Voluntary work for Marie Stopes Australia has included research and advocacy reports on Safe Access Zones and Nurse-led Services for Medical Termination. After the WA parliament passed safe access zone legislation in 2021, Bonnie Corbin, Head of Policy at Marie Stopes wrote to thank the students for their safe access zones paper noting ‘In the WA Parliamentary debate this week advisors were still referring to the [paper]. The evidence was powerful. There is nothing I love more than an advocacy document that is so useful it makes itself redundant! Gratitude from Marie Stopes Australia who can now provide access to healthcare free from harassment.’

Students voluntarily involved in these projects participated in an historic and celebrated law reform campaign that has benefited women across Australia. The UQ PBC wishes to acknowledge their hard work and dedication.

This story was submitted by the UQ Pro Bono Centre.

Story 1: Empowering our Elderly

2021: New South Wales

George on the day of release from the locked dementia unit

In late 2020, Justice Connect sought the assistance of Makinson d’Apice (Makdap) for a client – George – who was experiencing elder abuse. George had suddenly disappeared from his usual social outings and was located by police in a locked dementia ward. This made no sense to those who knew George to be an independent, capable member of the community.

Some years earlier, George made a will naming his niece – Barbara – as a beneficiary. Barbara was also appointed as George’s Enduring Power of Attorney (EPOA) and Enduring Guardian (EG), should George lose capacity to make decisions.

George and Barbara’s relationship subsequently deteriorated. At some point, Barbara organised and accompanied George to a series of doctor’s appointments and told him not to speak. Barbara told the doctors that George had developed dementia, which wasn’t the case.

George suspected that Barbara had ulterior motives such as trying to bring the EPOA and EG into effect and preventing George from removing Barbara from his will.

Once Barbara was in possession of medical reports to support her claim, she drove George to a locked dementia unit against his will.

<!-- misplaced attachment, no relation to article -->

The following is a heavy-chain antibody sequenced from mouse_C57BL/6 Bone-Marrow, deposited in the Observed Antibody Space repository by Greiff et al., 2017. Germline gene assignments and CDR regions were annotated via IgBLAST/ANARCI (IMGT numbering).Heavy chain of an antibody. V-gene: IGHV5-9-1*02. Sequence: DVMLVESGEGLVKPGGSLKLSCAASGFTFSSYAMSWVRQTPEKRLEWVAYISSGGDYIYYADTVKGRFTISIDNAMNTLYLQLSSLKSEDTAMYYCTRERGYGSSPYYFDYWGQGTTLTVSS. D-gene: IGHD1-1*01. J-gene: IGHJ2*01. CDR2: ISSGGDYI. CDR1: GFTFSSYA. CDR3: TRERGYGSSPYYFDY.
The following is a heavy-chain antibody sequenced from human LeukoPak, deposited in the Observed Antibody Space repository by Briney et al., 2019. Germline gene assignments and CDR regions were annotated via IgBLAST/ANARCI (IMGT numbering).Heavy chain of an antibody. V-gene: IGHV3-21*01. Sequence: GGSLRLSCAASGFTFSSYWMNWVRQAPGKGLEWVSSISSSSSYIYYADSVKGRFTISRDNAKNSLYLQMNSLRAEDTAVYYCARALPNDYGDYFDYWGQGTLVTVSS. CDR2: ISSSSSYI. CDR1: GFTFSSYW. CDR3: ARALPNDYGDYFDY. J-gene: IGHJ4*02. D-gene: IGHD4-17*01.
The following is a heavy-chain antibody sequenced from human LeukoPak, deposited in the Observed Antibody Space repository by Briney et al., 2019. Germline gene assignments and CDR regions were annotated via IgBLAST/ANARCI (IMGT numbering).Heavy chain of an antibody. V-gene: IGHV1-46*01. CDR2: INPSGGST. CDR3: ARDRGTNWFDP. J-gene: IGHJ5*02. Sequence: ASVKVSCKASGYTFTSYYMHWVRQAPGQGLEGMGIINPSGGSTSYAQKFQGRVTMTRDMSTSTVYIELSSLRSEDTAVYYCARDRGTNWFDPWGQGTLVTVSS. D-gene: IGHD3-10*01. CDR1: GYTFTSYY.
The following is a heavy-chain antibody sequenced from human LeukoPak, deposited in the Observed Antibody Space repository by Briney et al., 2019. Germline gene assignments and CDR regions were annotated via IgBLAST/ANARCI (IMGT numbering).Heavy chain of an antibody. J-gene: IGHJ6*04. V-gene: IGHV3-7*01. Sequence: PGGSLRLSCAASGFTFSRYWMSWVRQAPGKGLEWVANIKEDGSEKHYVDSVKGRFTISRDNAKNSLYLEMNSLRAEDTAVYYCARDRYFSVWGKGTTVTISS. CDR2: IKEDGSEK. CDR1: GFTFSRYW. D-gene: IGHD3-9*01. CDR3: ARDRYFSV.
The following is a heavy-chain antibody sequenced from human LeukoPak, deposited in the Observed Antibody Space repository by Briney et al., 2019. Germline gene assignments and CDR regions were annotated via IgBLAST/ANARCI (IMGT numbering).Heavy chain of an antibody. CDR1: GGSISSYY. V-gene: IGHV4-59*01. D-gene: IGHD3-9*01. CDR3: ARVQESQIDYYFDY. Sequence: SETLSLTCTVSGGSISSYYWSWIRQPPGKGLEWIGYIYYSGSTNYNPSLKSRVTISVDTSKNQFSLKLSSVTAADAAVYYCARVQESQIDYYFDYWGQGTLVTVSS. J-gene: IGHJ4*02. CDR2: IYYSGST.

Barbara took George’s phone book with his friends’ contact details and instructed staff that George wasn’t to have any visitors.

George’s friend, Sasha, located George with the assistance of police. She contacted the NSW Ageing & Disability Commission and Seniors Rights Service who referred the matter to Justice Connect.

Makdap’s involvement

George contested Barbara’s guardianship at three New South Wales Civil and Administrative Tribunal (NCAT) hearings. At the first hearing, George was unrepresented and without his hearing aids. He wasn’t successful.

Erin Dawson, a Senior Associate at Makdap, represented George in the two subsequent NCAT hearings. She organised numerous independent medical reports from geriatricians. George, with the support of Erin and Sasha, was able to tell the truth of how he had been wrongfully locked in a dementia ward, deprived of his freedom and his wishes ignored.

NCAT removed Barbara as George’s guardian and determined that George has full capacity to make decisions about all aspects of his life.

Erin Dawson
Senior Associate

George was released from the locked dementia unit in late 2021 and now lives in an open aged care facility which is close to his friends and community. George is free to come and go as he pleases – he can go for walks and meet with his friends and manage his affairs as he sees fit.

It was a privilege to represent George so that he can live out the remainder of his life with choice, freedom and dignity.

This story was submitted by Makinson d’Apice.